As with any pesticide application on BLM administered land, there is a formal process that must be followed. The first step is submission of a Pesticide Use Proposal (PUP). The PUP includes, but is not limited to: information such as the type of product requested, location of application, rates of application, and special precautions. The second step requires the BLM to prepare an environmental assessment to evaluate the benefits and well as the potential negative impacts of the pesticide application. The third step would be approval, disapproval, or approval of the request with special conditions applied. If the pesticide is approved, the last step would be submission of a Pesticide Application Record (PAR) by the certified applicator, within 24 hours after completion of the pesticide treatment. The PAR includes on the specific information about the pesticide application (time of day, type of equipment used, weather information, etc.).

What pesticides will be considered for approval for use of BLM administered lands?
The two categories of pesticides that will be considered for approval are adulticides and larvicides. All pesticides considered for approval must be registered by the Environmental Protection Agency (EPA).

Larvicides specifically target mosquito larvae before they emerge as adults which can reduce or eliminate the need for the application of pesticides that kill adult mosquitoes. Two categories of larvicides typically used are the microbial and biochemical. Microbial larvicides utilize bacterial spores that are toxic to mosquito larvae. Methoprene is a biochemical larvicide containing an insect growth regulator that interferes with mosquito larval development.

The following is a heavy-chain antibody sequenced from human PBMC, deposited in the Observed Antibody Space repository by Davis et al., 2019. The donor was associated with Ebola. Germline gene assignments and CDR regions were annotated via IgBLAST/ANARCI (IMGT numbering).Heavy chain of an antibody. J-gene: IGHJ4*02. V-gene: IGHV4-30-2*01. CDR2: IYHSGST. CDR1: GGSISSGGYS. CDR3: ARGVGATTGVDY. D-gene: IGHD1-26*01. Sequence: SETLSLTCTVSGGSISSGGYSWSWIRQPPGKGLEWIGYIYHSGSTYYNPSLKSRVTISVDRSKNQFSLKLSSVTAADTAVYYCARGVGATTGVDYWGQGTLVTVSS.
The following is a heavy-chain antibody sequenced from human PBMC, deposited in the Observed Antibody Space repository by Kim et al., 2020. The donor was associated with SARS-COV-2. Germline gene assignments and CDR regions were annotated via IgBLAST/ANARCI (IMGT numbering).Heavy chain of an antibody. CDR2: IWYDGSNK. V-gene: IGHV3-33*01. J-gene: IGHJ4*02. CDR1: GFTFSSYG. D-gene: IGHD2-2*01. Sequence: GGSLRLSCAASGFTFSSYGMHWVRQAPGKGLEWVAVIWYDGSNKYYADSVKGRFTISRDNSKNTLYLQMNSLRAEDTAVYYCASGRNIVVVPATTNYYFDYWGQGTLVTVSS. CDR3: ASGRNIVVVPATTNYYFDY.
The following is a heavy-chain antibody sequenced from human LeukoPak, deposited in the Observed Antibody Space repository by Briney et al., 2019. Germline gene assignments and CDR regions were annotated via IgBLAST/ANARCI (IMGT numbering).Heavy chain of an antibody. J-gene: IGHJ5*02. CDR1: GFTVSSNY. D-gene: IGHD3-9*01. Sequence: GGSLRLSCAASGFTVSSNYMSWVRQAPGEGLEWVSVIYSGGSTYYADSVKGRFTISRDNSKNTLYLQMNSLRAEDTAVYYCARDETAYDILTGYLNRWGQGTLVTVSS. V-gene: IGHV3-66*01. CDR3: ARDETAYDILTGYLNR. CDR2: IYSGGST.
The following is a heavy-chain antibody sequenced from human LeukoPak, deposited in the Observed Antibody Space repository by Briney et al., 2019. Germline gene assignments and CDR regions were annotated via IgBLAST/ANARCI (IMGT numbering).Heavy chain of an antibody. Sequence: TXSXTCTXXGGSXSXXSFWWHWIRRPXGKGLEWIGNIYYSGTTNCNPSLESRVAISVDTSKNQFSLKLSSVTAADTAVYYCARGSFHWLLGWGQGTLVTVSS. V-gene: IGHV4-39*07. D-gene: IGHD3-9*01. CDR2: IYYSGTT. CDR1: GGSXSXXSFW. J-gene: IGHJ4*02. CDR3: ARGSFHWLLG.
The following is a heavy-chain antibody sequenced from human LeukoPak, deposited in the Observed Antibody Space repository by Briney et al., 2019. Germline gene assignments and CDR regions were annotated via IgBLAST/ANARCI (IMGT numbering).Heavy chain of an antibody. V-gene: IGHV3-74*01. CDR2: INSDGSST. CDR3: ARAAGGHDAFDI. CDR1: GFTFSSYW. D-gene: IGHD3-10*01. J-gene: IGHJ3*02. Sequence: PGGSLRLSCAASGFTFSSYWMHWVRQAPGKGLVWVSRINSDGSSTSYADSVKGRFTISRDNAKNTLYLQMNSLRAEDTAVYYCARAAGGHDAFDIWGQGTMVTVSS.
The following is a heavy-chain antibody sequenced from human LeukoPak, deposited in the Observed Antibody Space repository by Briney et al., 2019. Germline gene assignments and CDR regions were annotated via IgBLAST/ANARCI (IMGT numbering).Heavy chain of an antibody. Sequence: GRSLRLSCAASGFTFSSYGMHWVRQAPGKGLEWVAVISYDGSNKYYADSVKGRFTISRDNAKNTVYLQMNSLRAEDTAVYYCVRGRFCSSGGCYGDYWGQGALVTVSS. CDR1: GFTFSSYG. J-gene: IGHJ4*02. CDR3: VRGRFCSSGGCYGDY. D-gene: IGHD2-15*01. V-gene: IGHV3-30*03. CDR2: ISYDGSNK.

As the names implies, adulticides are pesticides targeted at adult insects. The two categories of EPA approved adulticides include organophosphates and pyrethrins. The most typical organophosphates include malathion and naled. Pyrethrins are insecticides that are derived form the extract of chrysanthemum flowers.

Do adulticides (Malathion) pose a risk to human health?
When applied according to the label, Malathion does not pose unreasonable risks to humans. EPA has estimated the exposure and risks to both adults and children are based on Ultra Low Volume aerial and ground applications of Malathion. Because very small amount of active ingredient is used per acre, the estimates found that for all scenarios considered, exposures were hundreds, and in some cases, thousands of times below and amount that would pose a health concern. These estimates assumed several treatments over a period of weeks and also assume a young child may ingest soil and grass, in addition to skin and inhalation exposure (EPA, Malathion factsheet).

Do larvicides pose a risk to human health?
Microbial larvicides have undergone extensive testing prior to EPA registration. They are essentially nontoxic to humans when used according to label requirements (EPA Larvicide factsheet).